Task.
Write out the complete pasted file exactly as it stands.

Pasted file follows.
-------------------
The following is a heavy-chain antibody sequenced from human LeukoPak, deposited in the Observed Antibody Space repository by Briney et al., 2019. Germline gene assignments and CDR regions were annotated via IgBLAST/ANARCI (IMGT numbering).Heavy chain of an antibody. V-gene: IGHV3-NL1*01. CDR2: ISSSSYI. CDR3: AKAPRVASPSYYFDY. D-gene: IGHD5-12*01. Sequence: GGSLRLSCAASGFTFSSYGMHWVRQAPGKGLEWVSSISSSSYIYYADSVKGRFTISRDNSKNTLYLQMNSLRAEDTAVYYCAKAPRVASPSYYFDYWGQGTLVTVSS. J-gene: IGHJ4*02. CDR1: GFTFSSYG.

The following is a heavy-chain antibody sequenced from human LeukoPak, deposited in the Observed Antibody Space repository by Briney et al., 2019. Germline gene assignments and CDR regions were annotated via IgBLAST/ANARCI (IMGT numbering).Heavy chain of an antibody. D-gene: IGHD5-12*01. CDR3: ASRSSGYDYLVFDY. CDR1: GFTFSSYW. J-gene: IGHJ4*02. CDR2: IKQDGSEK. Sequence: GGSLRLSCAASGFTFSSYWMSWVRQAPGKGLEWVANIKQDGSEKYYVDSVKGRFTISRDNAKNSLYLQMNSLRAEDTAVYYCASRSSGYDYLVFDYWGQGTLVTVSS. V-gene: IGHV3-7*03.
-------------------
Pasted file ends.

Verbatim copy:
The following is a heavy-chain antibody sequenced from human LeukoPak, deposited in the Observed Antibody Space repository by Briney et al., 2019. Germline gene assignments and CDR regions were annotated via IgBLAST/ANARCI (IMGT numbering).Heavy chain of an antibody. V-gene: IGHV3-NL1*01. CDR2: ISSSSYI. CDR3: AKAPRVASPSYYFDY. D-gene: IGHD5-12*01. Sequence: GGSLRLSCAASGFTFSSYGMHWVRQAPGKGLEWVSSISSSSYIYYADSVKGRFTISRDNSKNTLYLQMNSLRAEDTAVYYCAKAPRVASPSYYFDYWGQGTLVTVSS. J-gene: IGHJ4*02. CDR1: GFTFSSYG.

The following is a heavy-chain antibody sequenced from human LeukoPak, deposited in the Observed Antibody Space repository by Briney et al., 2019. Germline gene assignments and CDR regions were annotated via IgBLAST/ANARCI (IMGT numbering).Heavy chain of an antibody. D-gene: IGHD5-12*01. CDR3: ASRSSGYDYLVFDY. CDR1: GFTFSSYW. J-gene: IGHJ4*02. CDR2: IKQDGSEK. Sequence: GGSLRLSCAASGFTFSSYWMSWVRQAPGKGLEWVANIKQDGSEKYYVDSVKGRFTISRDNAKNSLYLQMNSLRAEDTAVYYCASRSSGYDYLVFDYWGQGTLVTVSS. V-gene: IGHV3-7*03.